Comey fallout: Republican leadership rejects calls for special prosecutor over Trump ties to Russia

Senate Majority Leader Mitch McConnell arrives at the US Capitol in Washington, DCREUTERS/Joshua Roberts

Senate majority leader Mitch McConnell has rejected calls for a special prosecutor to investigate Trump team ties to Russia, saying on the Senate floor on Wednesday that it would "only serve to impede the current work being done".

Confusion has reigned throughout Congress since President Donald Trump's unexpected and unceremonious firing of FBI Director James Comey – with even leading Republicans now saying they are "troubled" by the timing.

Republican Senator for Arizona, Jeff Flake, not usually one to rock the boat, tweeted on Tuesday night: "I've spent the last several hours trying to find an acceptable rationale for the timing of Comey's firing. I just can't do it."

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His Arizona colleague, John McCain, did not go as far as a special prosecutor but did reiterate calls for a "special congressional committee to investigate Russia's interference in the 2016 election.

"The president's decision to remove the FBI Director only confirms the need and the urgency of such a committee," McCain said in a statement.

The talk of a special prosecutor, though suggested at for some time, came strongly in the wake of Comey's dismissal. Senate minority leader, Chuck Schumer, the leading Democrat, said that the time for an independent investigation was "right now".

"This is part of a deeply troubling pattern from the Trump administration. They fired Sally Yates. They fired Preet Bharara. And now they've fired Director Comey, the very man leading the investigation," he told reporters. "This does not seem to be a coincidence.

"This investigation must be run as far away as possible from this White House and as far away as possible from anyone that President Trump has appointed."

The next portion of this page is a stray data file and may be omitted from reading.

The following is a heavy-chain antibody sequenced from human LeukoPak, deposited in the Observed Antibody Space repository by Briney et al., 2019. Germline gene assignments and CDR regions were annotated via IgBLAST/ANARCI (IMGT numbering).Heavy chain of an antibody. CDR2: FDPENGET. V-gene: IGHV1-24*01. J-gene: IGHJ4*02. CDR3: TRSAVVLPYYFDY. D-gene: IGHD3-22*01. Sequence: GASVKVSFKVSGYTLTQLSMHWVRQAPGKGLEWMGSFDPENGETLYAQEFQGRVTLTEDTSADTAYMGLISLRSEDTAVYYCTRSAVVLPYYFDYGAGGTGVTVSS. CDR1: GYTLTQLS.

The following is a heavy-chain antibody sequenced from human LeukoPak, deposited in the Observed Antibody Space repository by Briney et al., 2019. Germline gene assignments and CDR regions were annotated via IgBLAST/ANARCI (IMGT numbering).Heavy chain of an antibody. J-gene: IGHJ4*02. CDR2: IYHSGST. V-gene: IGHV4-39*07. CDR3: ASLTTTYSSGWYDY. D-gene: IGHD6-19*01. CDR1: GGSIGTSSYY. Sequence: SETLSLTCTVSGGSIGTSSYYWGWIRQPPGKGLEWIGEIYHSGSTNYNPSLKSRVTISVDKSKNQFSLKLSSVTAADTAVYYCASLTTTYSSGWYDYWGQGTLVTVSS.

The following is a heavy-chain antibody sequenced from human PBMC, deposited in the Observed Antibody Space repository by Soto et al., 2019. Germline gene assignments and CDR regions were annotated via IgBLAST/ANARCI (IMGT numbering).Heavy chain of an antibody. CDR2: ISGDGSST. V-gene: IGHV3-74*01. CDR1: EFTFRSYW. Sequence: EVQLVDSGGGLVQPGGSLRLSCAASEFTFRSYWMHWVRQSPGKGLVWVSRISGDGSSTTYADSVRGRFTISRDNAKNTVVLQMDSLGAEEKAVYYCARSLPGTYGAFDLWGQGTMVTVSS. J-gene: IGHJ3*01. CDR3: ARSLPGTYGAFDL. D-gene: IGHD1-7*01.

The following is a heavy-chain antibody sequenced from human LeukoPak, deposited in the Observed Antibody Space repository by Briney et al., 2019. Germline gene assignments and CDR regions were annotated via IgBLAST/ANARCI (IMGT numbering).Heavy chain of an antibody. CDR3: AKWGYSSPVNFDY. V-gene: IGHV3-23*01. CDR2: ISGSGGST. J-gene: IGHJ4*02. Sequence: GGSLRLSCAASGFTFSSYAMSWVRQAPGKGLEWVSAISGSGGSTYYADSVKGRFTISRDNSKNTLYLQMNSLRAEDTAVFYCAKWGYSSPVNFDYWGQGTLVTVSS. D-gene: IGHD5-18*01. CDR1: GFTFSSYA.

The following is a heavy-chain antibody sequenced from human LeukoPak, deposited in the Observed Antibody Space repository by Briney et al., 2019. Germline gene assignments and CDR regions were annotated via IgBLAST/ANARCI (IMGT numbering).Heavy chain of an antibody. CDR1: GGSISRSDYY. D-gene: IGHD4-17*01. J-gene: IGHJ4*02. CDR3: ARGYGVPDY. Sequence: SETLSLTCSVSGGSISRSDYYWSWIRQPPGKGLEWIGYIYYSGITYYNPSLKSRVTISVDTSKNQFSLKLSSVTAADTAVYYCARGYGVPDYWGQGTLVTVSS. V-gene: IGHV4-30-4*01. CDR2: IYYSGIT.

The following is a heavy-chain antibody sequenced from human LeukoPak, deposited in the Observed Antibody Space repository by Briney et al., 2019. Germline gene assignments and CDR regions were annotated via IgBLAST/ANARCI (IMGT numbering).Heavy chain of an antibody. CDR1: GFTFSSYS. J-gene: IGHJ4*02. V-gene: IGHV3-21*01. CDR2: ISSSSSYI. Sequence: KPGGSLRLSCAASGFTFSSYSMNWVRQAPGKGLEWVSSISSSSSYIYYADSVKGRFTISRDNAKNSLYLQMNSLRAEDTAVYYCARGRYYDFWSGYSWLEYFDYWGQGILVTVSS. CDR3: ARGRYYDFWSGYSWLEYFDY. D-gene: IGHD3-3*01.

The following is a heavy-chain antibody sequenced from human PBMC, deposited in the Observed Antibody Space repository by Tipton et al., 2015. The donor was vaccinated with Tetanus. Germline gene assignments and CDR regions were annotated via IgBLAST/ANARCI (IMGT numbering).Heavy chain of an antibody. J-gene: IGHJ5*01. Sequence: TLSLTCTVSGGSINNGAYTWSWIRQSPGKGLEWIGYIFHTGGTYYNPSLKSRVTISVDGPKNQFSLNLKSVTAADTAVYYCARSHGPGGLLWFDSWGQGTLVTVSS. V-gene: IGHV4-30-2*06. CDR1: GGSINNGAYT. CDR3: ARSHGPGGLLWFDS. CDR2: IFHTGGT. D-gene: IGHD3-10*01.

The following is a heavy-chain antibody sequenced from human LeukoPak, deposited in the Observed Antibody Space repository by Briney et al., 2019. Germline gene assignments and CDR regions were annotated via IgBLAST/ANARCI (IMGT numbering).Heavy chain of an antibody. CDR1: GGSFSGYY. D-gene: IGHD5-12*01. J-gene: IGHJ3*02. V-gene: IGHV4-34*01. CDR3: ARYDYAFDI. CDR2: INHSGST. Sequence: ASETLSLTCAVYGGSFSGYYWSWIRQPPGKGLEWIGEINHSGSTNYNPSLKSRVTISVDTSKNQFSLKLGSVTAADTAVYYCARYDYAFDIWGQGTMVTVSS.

Vice President Mike Pence backed Trump's decision, saying the president had "made the right decision at the right time".

As statements and comments from politicans across the divide poured in on Tuesday night, the most surprising came from Senator Richard Burr, Republican of North Carolina and chairman of the Senate Intelligence Committee – the committe currently investigating Russian interference in the election which saw Trump take power.

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'You are making a big a mistake' Chuck Schumer tells Trump over firing FBI director James ComeyReuters

"I am troubled by the timing and reasoning of Director Comey's termination," Burr said, adding that the firing "confuses an already difficult investigation by the Committee." Burr said that he had found Comey to be "forthcoming" and "straightforward with our committee."

The incident and subsequent fall-out has seemingly rocked Trump too. The president took to Twitter ten times on Wednesday morning to attempt to push blame onto Democrats and retweet the right-wing newsletter, Drudge Report.

"The Democrats have said some of the worst things about James Comey, including the fact that he should be fired, but now they play so sad!" Trump said.

Though the House of Representatives is not currently in session, one of the more independent Republican members, Justin Amash, known for his membership of the conservative House Freedom Caucus and flip-flop over the heathcare bill, said he and his staff "are reviewing legislation to establish an independent commission on Russia."

In the second paragraph of Trump's letter firing Comey, he takes the moment to say he appreciates Comey telling him "on three separate occasions, that I am not under investigation". Amash said that he thought the paragraph was "bizarre".

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